At their Monday meeting Edgartown selectmen fielded questions from teachers who questioned the financial support package for their new health insurance payment plan. They then clarified the town’s position on naming rights for the new library project.
Speaking for the Martha’s Vineyard Educators Association, Barbara Jones asked about the resources available to Edgartown teachers, following health insurance reform measures enacted this year. Ms. Jones is co-president of the association, which represents teachers in Edgartown, Oak Bluffs, and Tisbury in collective bargaining.
“We’re wondering about the lack of resources available,” Ms. Jones said, “about the lack of resources in comparison. I’d like some understanding why the town was not interested in adopting the $10,000 (emergency fund) to offset increases in premiums.”
Selectman Margaret Serpa said that since hearing about concerns from teachers, the town has arranged to offer gap insurance, and approved a flexible spending plan, where employees can fund an account with tax-free payroll deductions, to be used for medical expenses not covered by insurance. Other towns included those options in their plans.
Former town administrator Peter Bettencourt, who sat on the insurance advisory committee, said the options available to employees were voted by the committee. “You had representation at the meetings,” he said. “We assumed when you have representation to vote on the matter, we assume it was understood.”
All Island towns changed their health care systems in response to legislation approved by state government. After meeting with representatives of the various collective bargaining units, an insurance advisory committee appointed by selectmen proposed changes that shift more of the cost of health care insurance to employees. Selectmen approved those changes, and the changes take effect July 1.
Part of the process involved earmarking 25 percent of the savings that towns realized through health reform to offset any increased employee costs.
In Edgartown, the committee chose a “premium holiday” of 1.5 months. Next January and half of February, employees will not have payroll deductions taken out of their paychecks for health insurance.
Other towns opted for some combination of premium holidays, emergency reserve funds, gap insurance, and flexible spending plans.
In Edgartown, town employees now have four plans to choose from, ranging in cost from $378 to $449 monthly, representing 25 percent of the total premium. The town pays 75 percent of the premium.
When the health care reforms take effect, employees will have the same four plans to choose from, but the costs will range from $411 to $496. The plans also introduce deductibles and co-pays for some medical services.
Another point of contention came over a change in the town’s payroll system.
“We’ve been asked to do direct deposit instead of getting a paycheck,” said Deborah Orazem, a teacher. “I was wondering why that is mandated.”
“We’ve changed who processes the payroll, and that’s one of the requirements,” Ms. Serpa said.
“It’s the employees’ money that’s coming to them,” Ms. Jones said. “They have a right to decide how their money is coming to them. We’re not even sure that’s legal.”
The teachers and selectmen agreed to a plan for better communication in the future, including an email list to notify teachers of any changes that may affect benefits.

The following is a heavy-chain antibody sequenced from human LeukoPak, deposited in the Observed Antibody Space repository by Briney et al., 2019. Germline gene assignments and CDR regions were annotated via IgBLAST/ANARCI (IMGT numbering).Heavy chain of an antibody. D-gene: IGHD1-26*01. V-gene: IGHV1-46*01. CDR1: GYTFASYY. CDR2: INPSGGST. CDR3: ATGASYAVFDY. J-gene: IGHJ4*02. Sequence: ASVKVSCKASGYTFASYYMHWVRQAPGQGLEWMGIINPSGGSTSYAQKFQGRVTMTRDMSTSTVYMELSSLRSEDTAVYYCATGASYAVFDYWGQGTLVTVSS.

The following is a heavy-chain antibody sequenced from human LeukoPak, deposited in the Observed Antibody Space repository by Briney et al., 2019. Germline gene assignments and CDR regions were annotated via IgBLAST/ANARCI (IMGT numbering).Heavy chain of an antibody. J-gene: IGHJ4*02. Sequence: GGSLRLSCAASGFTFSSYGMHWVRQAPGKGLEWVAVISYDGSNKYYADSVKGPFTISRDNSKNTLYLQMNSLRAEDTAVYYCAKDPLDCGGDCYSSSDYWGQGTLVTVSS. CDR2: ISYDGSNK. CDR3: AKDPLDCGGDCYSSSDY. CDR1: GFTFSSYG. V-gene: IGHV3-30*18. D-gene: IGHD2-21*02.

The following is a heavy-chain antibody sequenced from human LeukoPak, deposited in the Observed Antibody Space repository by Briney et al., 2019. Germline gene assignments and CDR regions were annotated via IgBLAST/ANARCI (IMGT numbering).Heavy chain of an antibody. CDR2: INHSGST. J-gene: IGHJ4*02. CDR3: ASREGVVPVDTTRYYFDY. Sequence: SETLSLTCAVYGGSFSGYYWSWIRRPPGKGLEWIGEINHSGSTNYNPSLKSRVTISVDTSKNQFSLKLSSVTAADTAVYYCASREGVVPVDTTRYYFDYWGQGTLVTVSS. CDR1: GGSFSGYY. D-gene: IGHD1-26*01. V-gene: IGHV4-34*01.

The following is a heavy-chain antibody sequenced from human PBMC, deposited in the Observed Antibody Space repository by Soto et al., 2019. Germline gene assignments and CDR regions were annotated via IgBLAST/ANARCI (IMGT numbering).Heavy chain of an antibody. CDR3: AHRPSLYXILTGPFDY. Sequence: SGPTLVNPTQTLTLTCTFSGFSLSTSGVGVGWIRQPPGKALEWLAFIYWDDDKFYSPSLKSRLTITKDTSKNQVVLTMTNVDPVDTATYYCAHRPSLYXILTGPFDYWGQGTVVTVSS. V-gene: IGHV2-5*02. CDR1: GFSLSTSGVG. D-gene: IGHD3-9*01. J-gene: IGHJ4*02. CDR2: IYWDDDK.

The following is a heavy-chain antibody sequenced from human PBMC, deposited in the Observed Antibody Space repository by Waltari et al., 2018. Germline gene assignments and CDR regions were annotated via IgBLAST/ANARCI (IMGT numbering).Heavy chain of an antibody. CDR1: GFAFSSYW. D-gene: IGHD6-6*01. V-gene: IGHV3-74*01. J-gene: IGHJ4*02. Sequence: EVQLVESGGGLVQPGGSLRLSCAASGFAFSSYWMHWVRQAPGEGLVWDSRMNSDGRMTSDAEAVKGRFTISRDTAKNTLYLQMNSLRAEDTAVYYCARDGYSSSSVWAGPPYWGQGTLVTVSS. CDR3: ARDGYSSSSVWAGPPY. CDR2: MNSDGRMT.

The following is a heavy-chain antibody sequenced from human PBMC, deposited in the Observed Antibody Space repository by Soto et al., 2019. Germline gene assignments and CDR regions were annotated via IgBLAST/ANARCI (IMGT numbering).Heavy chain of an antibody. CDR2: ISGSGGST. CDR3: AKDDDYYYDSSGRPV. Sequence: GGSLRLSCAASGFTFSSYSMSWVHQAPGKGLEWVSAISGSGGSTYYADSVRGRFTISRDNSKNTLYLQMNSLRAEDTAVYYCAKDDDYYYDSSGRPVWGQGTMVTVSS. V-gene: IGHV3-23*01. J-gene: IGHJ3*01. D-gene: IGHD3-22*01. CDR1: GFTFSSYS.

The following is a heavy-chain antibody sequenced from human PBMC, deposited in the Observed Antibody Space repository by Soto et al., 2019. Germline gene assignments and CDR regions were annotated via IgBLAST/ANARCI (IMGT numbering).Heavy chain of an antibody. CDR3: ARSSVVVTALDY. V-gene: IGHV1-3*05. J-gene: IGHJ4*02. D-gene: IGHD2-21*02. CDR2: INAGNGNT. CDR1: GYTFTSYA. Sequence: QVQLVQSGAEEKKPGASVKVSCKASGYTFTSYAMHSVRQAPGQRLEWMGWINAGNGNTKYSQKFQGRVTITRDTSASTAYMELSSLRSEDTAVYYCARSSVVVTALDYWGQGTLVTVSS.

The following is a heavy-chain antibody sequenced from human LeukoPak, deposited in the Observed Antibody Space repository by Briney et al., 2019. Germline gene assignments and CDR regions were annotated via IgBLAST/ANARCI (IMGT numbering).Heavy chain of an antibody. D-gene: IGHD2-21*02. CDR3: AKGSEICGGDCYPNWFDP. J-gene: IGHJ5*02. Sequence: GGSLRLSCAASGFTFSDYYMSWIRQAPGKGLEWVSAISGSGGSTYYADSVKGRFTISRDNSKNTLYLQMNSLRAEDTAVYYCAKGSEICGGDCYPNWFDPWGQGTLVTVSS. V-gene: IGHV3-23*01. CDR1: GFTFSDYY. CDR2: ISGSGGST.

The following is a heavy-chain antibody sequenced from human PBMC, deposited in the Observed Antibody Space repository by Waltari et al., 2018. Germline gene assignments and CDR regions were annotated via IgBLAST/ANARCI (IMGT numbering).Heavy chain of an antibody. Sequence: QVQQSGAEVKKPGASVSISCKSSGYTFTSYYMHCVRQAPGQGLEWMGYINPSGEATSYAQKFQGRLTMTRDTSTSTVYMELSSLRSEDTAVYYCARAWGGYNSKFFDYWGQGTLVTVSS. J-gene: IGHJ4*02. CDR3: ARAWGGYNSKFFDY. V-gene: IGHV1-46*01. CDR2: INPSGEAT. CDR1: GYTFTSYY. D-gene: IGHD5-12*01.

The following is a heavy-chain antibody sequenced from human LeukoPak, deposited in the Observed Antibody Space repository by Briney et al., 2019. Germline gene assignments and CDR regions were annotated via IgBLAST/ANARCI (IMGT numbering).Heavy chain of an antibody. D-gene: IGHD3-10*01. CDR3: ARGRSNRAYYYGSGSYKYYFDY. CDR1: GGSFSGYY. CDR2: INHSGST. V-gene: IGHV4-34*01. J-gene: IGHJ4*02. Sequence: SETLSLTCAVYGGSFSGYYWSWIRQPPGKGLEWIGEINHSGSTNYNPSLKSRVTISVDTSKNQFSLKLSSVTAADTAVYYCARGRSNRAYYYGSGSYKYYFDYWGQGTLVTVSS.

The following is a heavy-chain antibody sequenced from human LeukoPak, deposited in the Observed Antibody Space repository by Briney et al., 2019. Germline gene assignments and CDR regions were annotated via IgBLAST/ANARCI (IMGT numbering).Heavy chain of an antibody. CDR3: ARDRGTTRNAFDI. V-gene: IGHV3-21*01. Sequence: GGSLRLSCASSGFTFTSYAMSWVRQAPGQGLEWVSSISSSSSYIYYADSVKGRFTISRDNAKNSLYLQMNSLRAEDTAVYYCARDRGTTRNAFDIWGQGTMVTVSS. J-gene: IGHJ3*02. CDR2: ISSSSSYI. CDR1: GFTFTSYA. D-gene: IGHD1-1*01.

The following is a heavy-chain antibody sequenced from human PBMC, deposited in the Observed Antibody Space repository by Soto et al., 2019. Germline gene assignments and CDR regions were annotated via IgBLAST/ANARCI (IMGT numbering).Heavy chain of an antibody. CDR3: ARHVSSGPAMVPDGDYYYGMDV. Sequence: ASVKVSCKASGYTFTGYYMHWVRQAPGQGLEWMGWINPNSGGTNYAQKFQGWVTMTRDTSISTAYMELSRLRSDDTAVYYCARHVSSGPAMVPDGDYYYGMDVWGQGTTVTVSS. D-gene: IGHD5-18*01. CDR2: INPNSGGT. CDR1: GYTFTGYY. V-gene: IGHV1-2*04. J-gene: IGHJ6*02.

Also Monday, selectmen responded to a request from the library board of trustees, which asked selectmen to review a draft policy for accepting gifts and offering naming opportunities to private library donors.
In a letter to the trustees, selectmen wrote, “On September 26, 2011, the board of selectmen voted to adopt internal control procedures for adhering to (state law). These procedures were reviewed by the town auditor, town counsel, town administrator, and the town accountant. The board does not have a problem with your donation policy as long as the town policy is attached to it and adhered to.
“At this time the selectmen do not wish to entertain any policies regarding naming rights.”
The Edgartown Library Foundation, a private nonprofit group that raises funds for the library, has pledges in hand for a previous library project, and wanted to clarify whether it could offer naming opportunities to old and new donors. Under the draft policy, donors who gave $25,000 would be entitled to have a room or library area named after them, with approval of the trustees and the selectmen.
“We were not receptive to the naming policy,” Ms. Serpa said.
“That was clear,” library foundation president Susan Cahoon said. “Please remember that these are taxpayers and most of them have been very generous to the library over the years with really no thanks or recognition.”
Selectman Art Smadbeck said there is a disconnect between the private foundation and the town, though he acknowledged new leadership in the foundation.
“This money that was donated was not donated to the town, it was donated to the library foundation,” Mr. Smadbeck said. “Your predecessors sat here and said we have $1.5 million in donations. We haven’t seen any of that money. I think it’s putting the cart way before the horse to talk about naming things in a town building by a private organization that hasn’t donated the money they’ve got, or said they were going to donate. For now, we’re saying we’re not going to address that, which is a whole lot better than what I think you were expecting, which was ‘No.'”
Town officials expect a state grant to cover $6.4 million of the estimated $11 million library project. In April, voters overwhelmingly approved a Proposition 2.5 override question authorizing selectmen to borrow $4.9 million to finance the rest of the project.
Ms. Cahoon noted the foundation has pledged $175,000 for the new library project, and has other pledges that donors may extend to the new project.